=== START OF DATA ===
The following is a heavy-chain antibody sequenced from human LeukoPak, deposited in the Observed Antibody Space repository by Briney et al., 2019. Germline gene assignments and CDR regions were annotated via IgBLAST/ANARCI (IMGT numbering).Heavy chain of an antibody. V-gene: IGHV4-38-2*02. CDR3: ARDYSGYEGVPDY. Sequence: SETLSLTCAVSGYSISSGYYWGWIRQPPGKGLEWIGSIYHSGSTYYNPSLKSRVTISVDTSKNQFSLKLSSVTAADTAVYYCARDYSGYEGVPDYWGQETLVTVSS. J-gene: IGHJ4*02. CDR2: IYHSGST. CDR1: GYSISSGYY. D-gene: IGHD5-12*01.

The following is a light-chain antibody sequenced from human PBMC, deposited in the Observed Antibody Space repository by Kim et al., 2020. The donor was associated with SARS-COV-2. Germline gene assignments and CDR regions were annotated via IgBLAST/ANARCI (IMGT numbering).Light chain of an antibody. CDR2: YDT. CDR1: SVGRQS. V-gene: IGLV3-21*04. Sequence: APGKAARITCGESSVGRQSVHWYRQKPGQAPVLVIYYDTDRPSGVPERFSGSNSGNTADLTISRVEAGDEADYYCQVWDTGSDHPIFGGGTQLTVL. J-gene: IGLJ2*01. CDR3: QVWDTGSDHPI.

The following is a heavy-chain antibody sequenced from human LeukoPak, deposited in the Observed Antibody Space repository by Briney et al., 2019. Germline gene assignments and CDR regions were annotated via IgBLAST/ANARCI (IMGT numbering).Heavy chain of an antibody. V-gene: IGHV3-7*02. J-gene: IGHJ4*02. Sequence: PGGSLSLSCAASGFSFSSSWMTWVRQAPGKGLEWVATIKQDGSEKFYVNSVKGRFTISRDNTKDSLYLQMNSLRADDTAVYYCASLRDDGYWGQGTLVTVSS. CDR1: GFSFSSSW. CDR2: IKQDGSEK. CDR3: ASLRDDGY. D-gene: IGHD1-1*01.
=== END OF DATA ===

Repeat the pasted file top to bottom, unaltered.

The following is a heavy-chain antibody sequenced from human LeukoPak, deposited in the Observed Antibody Space repository by Briney et al., 2019. Germline gene assignments and CDR regions were annotated via IgBLAST/ANARCI (IMGT numbering).Heavy chain of an antibody. V-gene: IGHV4-38-2*02. CDR3: ARDYSGYEGVPDY. Sequence: SETLSLTCAVSGYSISSGYYWGWIRQPPGKGLEWIGSIYHSGSTYYNPSLKSRVTISVDTSKNQFSLKLSSVTAADTAVYYCARDYSGYEGVPDYWGQETLVTVSS. J-gene: IGHJ4*02. CDR2: IYHSGST. CDR1: GYSISSGYY. D-gene: IGHD5-12*01.

The following is a light-chain antibody sequenced from human PBMC, deposited in the Observed Antibody Space repository by Kim et al., 2020. The donor was associated with SARS-COV-2. Germline gene assignments and CDR regions were annotated via IgBLAST/ANARCI (IMGT numbering).Light chain of an antibody. CDR2: YDT. CDR1: SVGRQS. V-gene: IGLV3-21*04. Sequence: APGKAARITCGESSVGRQSVHWYRQKPGQAPVLVIYYDTDRPSGVPERFSGSNSGNTADLTISRVEAGDEADYYCQVWDTGSDHPIFGGGTQLTVL. J-gene: IGLJ2*01. CDR3: QVWDTGSDHPI.

The following is a heavy-chain antibody sequenced from human LeukoPak, deposited in the Observed Antibody Space repository by Briney et al., 2019. Germline gene assignments and CDR regions were annotated via IgBLAST/ANARCI (IMGT numbering).Heavy chain of an antibody. V-gene: IGHV3-7*02. J-gene: IGHJ4*02. Sequence: PGGSLSLSCAASGFSFSSSWMTWVRQAPGKGLEWVATIKQDGSEKFYVNSVKGRFTISRDNTKDSLYLQMNSLRADDTAVYYCASLRDDGYWGQGTLVTVSS. CDR1: GFSFSSSW. CDR2: IKQDGSEK. CDR3: ASLRDDGY. D-gene: IGHD1-1*01.